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World Malaria Day - Diagnostics and Antimalarial Medicines

  • April 27, 2022

World Malaria Day is observed on 25th April every year to raise awareness about Malaria disease (plasmodium infection) which is caused by the bite of infective female Anopheles mosquito. When a single-cell parasite known as 'Plasmodium' infects more female mosquitoes while feeding on the blood of infected person, the parasite multiplies in mosquitoes’ midgut, ready to infect more people.

The four species of parasites responsible for human malaria are Plasmodium falciparum, Plasmodium ovale, Plasmodium malariae and Plasmodium vivax. The first symptoms and cases of Malaria in humans can be traced around 1550 B.C. in ancient Egyptians and ancient Greeks. Since the beginning of the year 1600, Malaria is known to be an Epidemic. This deadly disease has claimed between 150 million-300 million lives in the 20th century alone. In 2020, it caused around 627,000 deaths while infecting 241 million people. Countries and regions with high temperature are always at the higher risk of widespread of Malaria. Changes in temperature, rainfall, humidity and other extreme climatic conditions enable the rising population of Mosquitoes and so the development of malaria parasites in them. Thus, this disease is common in tropical areas where it’s hot and humid. The upsurge in Global Warming over the past decade have made it easier for the parasites to thrive in several regions of the world. Malaria parasites does not only infect humans but also the birds, reptiles and mammals. In the human body, these parasites first infect the liver cells and then the red blood cells – destroying them whilst releasing daughter parasites called as ‘Merozoites’ and this is when the infected person starts showing the symptoms of Malaria. Young children, older people and pregnant women are at greater risk of being infected.

Sign and Symptoms of Malaria are similar to Common Flu (Influenza):

·       Fever and sweating.

·       Chills in the body.

·       Headache and muscle pain.

·       Fatigue.

·       Chest pain, breathing difficulty and cough.

·       Diarrhoea, nausea and vomiting.

·       Abdominal pain.

·       Rapid heart rate.

When the Malaria progresses and the infected person does not get proper access to diagnosis and treatment, it can cause Jaundice or Anaemia. Great progress has been made in medical science in recent years to reduce the high level of suffering caused by malaria worldwide. But no antimalarial drug is completely protective, it's every individual's duty to take basic precautions in prevention of this deadly disease. The first medicine to cure Malaria was developed in 1820 with a number of natural and synthetic compounds but over a period of time, the parasite strain became resistant towards this drug. After that, researchers and scientist developed Quinine drug from the bark of cinchona tree. Even though Quinine was used as the most effective drug to cure infected people during 1820-1980s; the parasite showed the resistant against it in 1980 and it got eliminated from the list of primary treatment of Malaria disease.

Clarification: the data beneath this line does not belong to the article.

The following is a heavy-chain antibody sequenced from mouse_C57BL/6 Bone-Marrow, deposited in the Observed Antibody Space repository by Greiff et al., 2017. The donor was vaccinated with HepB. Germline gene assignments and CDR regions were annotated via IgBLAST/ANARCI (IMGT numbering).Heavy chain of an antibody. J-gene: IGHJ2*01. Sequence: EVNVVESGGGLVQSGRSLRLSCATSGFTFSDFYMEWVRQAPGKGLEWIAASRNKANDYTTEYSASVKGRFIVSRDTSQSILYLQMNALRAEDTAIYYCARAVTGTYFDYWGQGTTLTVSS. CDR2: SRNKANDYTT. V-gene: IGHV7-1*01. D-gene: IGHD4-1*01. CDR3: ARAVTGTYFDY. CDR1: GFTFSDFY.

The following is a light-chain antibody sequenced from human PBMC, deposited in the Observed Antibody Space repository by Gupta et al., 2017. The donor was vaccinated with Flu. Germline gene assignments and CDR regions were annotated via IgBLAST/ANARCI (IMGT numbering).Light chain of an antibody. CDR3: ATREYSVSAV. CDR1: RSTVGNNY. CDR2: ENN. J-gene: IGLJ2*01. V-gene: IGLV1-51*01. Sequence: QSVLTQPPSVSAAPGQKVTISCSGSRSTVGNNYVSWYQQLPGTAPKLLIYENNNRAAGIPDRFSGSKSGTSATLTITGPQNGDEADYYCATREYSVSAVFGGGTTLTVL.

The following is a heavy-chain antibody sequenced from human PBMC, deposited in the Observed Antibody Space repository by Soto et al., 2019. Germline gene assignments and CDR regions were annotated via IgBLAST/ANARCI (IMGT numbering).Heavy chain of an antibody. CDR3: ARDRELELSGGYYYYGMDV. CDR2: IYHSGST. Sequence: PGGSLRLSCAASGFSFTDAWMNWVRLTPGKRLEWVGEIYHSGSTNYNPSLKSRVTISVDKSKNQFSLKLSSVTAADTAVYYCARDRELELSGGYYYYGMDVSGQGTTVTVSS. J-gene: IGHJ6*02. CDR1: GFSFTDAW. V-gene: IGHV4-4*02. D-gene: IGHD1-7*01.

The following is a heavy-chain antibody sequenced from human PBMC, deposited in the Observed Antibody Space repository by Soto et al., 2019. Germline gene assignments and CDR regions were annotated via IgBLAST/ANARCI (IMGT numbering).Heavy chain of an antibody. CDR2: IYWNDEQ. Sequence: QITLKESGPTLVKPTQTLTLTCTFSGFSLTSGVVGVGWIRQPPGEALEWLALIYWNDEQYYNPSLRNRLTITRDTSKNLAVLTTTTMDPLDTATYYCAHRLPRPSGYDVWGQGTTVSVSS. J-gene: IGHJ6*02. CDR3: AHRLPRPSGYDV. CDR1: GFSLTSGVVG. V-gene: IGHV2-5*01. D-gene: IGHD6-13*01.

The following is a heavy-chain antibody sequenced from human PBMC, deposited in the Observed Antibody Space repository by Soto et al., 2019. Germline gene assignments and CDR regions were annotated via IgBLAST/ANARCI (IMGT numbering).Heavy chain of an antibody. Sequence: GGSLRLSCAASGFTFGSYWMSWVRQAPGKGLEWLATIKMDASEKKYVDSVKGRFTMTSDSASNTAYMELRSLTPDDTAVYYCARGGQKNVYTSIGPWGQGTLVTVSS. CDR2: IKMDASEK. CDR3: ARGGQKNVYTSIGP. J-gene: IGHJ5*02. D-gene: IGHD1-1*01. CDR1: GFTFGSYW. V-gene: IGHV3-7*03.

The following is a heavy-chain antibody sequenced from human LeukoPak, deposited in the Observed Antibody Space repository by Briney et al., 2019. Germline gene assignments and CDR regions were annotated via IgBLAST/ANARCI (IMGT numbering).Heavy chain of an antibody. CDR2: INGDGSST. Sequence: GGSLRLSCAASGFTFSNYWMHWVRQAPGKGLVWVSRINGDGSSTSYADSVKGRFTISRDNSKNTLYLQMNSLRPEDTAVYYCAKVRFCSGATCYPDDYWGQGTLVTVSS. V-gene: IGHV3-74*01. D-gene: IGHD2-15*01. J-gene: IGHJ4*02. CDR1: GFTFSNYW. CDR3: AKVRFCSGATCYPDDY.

Currently, there are 14 medicines to treat Malaria and 4 medicines for the curative treatment of malaria and 4 medicines for the preventative treatment. In the year 2021, WHO recommended the large-scale use of Malaria vaccine for children named ‘Mosquirix’ where young children are required to take Four dosages for the total protection. This vaccine has around 75% efficacy which is a great sign in order to minimize further outspread of transmission.

There is no approved Malaria preventative vaccine for adults as such but recently, the researchers at University of Maryland School of Medicine has found an experimental malaria vaccine which could protect adults from the infection for more than a year.

People living in regions with high temperature should take preventive measure to hinder the transmission of this terrible diseases which has been impacting Humans’ lives for decades. So that no child or elderly person has to suffer because of it. The basic precaution to curtail the emergence of mosquitoes and their bites include:

Keeping surroundings dry and clean
keeping the doors and windows closed during nightfall
Avoiding littering on streets
Wearing long pants and full sleeves shirt, and high socks while stepping out 
Ensuring proper ventilation in home / commercial spaces  
Ensuring there’s no stagnant water near your area
Draping mosquito netting over beds
Staying away from open ponds, polluted rivers and landfill sites

To evade serious complications, on-time diagnosis of malaria is vital. The medical personnel at diagnostics centre will review your health history as well as whether you had recent travelled to any tropical climate region recently to get clearer understanding of the condition. The blood sample to confirm the diagnosis will exhibit whether you have Malaria, the type of Malaria, if it has led to anaemia, if the infection has affected your organs. The treatment for Malaria should start as soon as possible and as prescribed by your healthcare provider. The type of medication and length of treatment depends on the type of parasite and at what extent it has infected the body.

If you are experiencing any signs or symptoms of Malaria, you should immediately talk to your doctor and get diagnosis from the best diagnostic centre near you. my Healthmeter diagnostic centre provides comprehensive screening of diseases like Malaria under the guidance of credible medical personnel and state-of-the-art medical diagnostic equipment. Together, by spreading awareness, prevention and proper diagnosis; we can bite back against Malaria to create healthy communities worldwide.